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Metal Tales: Overkill (Switch) Review: Just Not Metal Enough

Metal Tales: Overkill pushes an aesthetic and attitude that doesn't do enough to make up for an unremarkable twin-stick shooting experience.

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Title: Metal Tales: Overkill
Release Date: April 21, 2022
Price: $14.99
Suggested Audience Age: Rated M for Mature by the ESRB
Time to Play: About an hour for a successful run
Availability: Switch, Xbox, PlayStation, Steam
Recommended for fans of: Metal Soundtracks, Twin-Stick Shooting, and Dungeon Crawling
Geek to Geek Media was provided with a review copy of this title.

Metal Tales: Overkill has one of the coolest-looking icons on my Switch. Every time I’m skimming my library looking for a game to play I see it and just think, “Hell yeah, that looks metal as hell”

Unfortunately, the icon is the best thing about the game.

Tepid Twin-Stick

I’ve come across a lot of twin-stick rogue-lite games, and the gameplay of Metal Tales: Overkill doesn’t do much to freshen up that genre. Each run of the game has you exploring a series of dungeons from a top-down perspective. The dungeons are made up of a variety of rooms, mostly just full of enemies. There are also shops, trap rooms, a challenge room that launches waves of enemies at you, and eventually a boss.

You move around with the left analog stick while aiming projectiles with the right as you take out enemies and pick up upgrades and currency and… it’s just exactly what you’d expect if you’ve played Hades or Dandy Ace or Enter the Gungeon, except a little blander.

Unimpressive Upgrades

Action rogue-lite games shine because of how the gameplay evolves over the course of a run depending on what upgrades, items, or skills you find on your procedurally generated runs. Metal Tales: Overkill completely misses the mark on that idea.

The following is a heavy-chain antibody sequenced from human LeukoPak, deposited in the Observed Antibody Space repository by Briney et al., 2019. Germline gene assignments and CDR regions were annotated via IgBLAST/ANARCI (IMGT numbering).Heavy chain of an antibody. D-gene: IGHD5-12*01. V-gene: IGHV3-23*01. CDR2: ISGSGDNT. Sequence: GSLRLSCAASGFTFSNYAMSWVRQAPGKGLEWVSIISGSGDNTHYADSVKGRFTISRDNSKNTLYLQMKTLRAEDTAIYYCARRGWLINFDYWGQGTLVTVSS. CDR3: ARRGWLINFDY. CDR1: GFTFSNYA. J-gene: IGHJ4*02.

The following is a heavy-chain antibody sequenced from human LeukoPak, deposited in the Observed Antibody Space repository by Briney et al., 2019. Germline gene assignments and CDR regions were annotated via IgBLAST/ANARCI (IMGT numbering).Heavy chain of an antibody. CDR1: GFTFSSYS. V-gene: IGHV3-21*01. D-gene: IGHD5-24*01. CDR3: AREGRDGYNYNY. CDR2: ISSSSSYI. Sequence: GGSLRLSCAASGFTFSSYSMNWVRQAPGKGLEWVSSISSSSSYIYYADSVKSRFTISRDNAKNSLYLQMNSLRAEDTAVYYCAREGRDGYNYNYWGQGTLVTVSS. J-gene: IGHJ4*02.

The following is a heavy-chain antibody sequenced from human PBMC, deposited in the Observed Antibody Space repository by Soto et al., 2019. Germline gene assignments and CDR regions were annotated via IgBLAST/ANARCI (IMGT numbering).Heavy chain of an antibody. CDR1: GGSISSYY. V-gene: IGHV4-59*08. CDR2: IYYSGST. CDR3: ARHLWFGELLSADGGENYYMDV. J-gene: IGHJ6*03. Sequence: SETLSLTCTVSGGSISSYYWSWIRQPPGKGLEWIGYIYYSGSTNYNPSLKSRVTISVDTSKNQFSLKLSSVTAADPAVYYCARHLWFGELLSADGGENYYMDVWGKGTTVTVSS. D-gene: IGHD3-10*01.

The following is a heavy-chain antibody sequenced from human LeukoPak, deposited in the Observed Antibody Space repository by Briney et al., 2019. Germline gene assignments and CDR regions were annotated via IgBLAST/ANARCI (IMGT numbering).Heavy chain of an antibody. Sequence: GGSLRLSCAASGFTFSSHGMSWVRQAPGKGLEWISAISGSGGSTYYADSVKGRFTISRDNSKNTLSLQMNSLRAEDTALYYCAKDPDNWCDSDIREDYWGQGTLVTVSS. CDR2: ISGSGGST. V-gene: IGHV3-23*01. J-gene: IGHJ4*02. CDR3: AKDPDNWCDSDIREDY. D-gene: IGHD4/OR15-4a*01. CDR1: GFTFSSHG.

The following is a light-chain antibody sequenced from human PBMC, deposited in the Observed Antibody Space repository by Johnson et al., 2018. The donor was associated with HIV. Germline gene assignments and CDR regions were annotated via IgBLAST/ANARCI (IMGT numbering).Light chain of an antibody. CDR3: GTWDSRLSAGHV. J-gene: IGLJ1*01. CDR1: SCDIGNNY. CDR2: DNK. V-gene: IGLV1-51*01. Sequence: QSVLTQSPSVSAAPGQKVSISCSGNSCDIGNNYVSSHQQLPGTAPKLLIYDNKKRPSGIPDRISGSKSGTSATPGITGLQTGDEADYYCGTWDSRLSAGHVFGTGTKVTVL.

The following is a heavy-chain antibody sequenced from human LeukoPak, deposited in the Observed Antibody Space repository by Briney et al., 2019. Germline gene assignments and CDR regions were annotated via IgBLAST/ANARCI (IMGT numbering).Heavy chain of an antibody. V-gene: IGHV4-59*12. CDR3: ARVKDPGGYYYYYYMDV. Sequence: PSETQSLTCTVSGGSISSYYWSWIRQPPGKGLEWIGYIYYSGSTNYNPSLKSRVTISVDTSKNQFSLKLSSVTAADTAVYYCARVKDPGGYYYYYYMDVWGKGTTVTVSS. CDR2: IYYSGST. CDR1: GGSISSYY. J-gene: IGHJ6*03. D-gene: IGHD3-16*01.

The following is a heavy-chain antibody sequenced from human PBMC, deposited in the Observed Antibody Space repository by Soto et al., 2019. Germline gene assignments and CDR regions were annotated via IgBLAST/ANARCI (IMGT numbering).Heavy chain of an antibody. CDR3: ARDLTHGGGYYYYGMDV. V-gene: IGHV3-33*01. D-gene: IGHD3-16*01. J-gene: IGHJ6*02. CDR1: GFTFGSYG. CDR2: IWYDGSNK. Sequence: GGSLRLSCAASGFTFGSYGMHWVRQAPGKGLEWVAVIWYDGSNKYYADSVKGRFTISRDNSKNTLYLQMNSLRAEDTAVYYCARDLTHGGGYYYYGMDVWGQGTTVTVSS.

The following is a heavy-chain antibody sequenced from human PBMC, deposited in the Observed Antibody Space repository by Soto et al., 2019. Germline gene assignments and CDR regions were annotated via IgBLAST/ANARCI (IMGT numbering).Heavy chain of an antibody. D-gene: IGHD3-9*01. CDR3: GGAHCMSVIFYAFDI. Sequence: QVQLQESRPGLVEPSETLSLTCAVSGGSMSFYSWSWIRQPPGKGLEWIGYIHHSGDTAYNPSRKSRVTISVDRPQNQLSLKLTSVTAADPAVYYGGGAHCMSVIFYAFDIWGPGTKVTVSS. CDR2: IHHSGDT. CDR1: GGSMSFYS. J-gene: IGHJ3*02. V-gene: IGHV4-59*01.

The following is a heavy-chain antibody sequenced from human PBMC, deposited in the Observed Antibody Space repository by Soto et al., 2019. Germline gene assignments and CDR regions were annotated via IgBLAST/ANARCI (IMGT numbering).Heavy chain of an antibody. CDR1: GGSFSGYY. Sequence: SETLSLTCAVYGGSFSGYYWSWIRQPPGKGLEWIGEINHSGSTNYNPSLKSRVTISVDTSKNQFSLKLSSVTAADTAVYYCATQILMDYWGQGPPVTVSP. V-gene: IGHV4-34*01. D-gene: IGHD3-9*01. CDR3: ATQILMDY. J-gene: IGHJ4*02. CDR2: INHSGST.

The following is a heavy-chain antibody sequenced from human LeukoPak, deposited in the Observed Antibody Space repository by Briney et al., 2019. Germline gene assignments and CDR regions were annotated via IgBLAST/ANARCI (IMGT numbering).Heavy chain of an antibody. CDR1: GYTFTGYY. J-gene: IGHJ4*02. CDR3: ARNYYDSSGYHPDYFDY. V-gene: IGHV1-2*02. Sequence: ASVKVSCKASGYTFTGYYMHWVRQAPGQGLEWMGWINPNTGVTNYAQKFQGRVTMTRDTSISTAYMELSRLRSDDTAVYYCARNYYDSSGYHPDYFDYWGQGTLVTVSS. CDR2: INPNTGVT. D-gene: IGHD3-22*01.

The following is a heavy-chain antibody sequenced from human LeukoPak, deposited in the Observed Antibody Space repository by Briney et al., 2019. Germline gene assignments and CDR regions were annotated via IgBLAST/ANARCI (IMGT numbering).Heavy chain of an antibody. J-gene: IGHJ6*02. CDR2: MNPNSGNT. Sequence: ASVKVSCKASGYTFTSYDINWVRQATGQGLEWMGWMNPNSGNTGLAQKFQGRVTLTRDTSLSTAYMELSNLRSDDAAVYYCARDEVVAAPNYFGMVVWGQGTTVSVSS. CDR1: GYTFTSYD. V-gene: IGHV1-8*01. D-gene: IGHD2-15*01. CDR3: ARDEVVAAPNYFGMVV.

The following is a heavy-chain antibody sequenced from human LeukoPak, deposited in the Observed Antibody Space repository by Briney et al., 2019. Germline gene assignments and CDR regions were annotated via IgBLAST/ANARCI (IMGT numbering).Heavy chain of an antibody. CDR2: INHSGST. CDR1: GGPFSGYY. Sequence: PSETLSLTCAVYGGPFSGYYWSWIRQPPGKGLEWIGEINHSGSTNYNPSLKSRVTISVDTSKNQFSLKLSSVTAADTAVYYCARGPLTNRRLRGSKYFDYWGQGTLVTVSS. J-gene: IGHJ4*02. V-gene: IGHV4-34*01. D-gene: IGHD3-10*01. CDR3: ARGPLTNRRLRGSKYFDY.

There is loads of stuff to pick up, but most of them don’t really make a huge difference. There are coins, healing items, and temporary health boosts, which are functional but pretty boring. Then there are usable items, which do things like temporarily making your attacks more powerful or transporting you to the store in your current dungeon. Again, they are fine… but they don’t really change how you engage with the game.

Different guitars can be picked up to change how you attack. Some shoot fast, weak bullets while others shoot out a spread of bullets at a slower pace. These make the biggest change to gameplay but are also super rare. There are smaller upgrades that might make your attacks faster or bigger, but the difference is so small that snagging them isn’t very exciting. The fact that the game gives almost no explanation of what the gear does makes it even worse.

The Metal of it All

The thing that let me down the most about Metal Tales: Overkill is that it just doesn’t feel very metal. The story, levels, and character designs are all built around that concept, but most of the enemies are so small that you don’t really get to appreciate them.

On top of that, the metal theme doesn’t really feel like it’s part of the gameplay at all. Sure, your weapon is a guitar, but you attack by just pushing a button and having energy bolts shoot out of it. You can drop an amp for an area of effect attack, but it’s just like an explosive in any other game. When you beat a boss you free a member of your band who you can summon for help, but they just sort of damage enemies.

The metal tunes throughout are good. Unfortunately, this game doesn’t pull the music into the gameplay the way that Crypt of the NecroDancer or Metal: Hellsinger do. This feels like a twin-stick rogue-lite with a metal coat of paint over it, rather than a metal game.

Final Thoughts

I’ve spent quite a bit of time with Metal Tales: Overkill. Probably more time than it seems like I should have based on this unenthusiastic review. But the truth is that for its lackluster gameplay and disconnected theme it’s still kind of fun. I absolutely don’t hate this game, I just wish that it did everything it does just a little bit more.

If Metal Tales: Overkill was an early access game, I would be super interested in seeing its progress. Since it’s been out on Steam for over a year, however, I think there are a lot of better games on Switch that scratch a similar itch.

Geek to Geek Rating: 2 out of 5

Oh, also, the load times on the Switch are embarrassingly long. Like ridiculously long. And for some reason, they give you a percentage instead of just saying loading and it always freezes somewhere in the 90% range for what feels like an eternity.

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